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 Quirky Chips - from Moto, Signetics and others. 
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Joined: Wed Jan 09, 2013 6:54 pm
Posts: 1640
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Landed on this page the other day - it describes some less well-known and slightly odd early microprocessors.
http://www.ganssle.com/articles/quirkychips.html

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Quote:
Motorola's MC14500 was a one-bit CPU the company called an "Industrial Control Unit."

RCA's 1802 - Any of the 16 registers could be the program counter, no call instruction

Signetic's 8X300 (second source, the original being Scientific Micro Systems SMS300) in 50 pin DIP with separate instruction and data busses, just 512 byte addressable data space. No interrupts. No stack, no calls. And no subtract. For much more on this, see "The History of the SMS300 and Signetics 8X300 Processors".

The 4004 had a hardware stack, on-board the chip. It was three levels deep.

Fairchild's eight bit F8 had no address bus but had a whopping 64 registers.


And there's a tantalising mention of the PICO1 as the first microcontroller - from Scotland, for Elliott computers. See here
http://www.spingal.plus.com/micro/

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Last edited by BigEd on Mon Sep 10, 2018 3:22 pm, edited 1 time in total.

fix broken image link



Mon Nov 21, 2016 9:45 am
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Joined: Tue Jan 15, 2013 5:43 am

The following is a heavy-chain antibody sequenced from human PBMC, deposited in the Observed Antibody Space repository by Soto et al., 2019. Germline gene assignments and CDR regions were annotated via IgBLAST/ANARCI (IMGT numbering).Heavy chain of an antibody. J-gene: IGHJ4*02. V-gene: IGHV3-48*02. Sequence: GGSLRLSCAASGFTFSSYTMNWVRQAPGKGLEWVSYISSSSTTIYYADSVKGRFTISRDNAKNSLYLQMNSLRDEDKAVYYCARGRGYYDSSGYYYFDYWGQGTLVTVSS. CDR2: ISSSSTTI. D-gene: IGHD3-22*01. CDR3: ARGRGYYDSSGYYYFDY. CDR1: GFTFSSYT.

Posts: 185
Quote:
Motorola's MC14500 was a one-bit CPU the company called an "Industrial Control Unit."

Thanks, Ed -- that site is worth a visit. I just subscribed to their newsletter.

As for the '14500, that's a chip that intrigued me back in the twentieth century when I first encountered it. It operates on data words that are one bit wide, and the opcodes are four bit, yielding just sixteen instructions. But, to my surprise, I found that Motorola's minimalist approach could be abandoned and replaced by something substantially simpler! :shock: :ugeek: :mrgreen: (With the '14500 you're expected to implement the Program Counter using external logic -- it's not included on-chip.)

See: One-bit Computing at 60 Hertz


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Tue Nov 22, 2016 3:16 am WWW

Joined: Wed Jan 09, 2013 6:54 pm
Posts: 1640
A practical application of the One Instruction Computer - marvellous!

I see Jack also has a video channel, mostly about embedded electronics which is his main thing, but one or two retro episodes, such as "Episode 11 - Getting Busted in New Jersey With Core Memory" (I'd have to take issue with his idea that mercury delay lines contain springs...)

He also has a history of computing here. I imagine there's more to be found on his site!


Tue Nov 22, 2016 11:40 am
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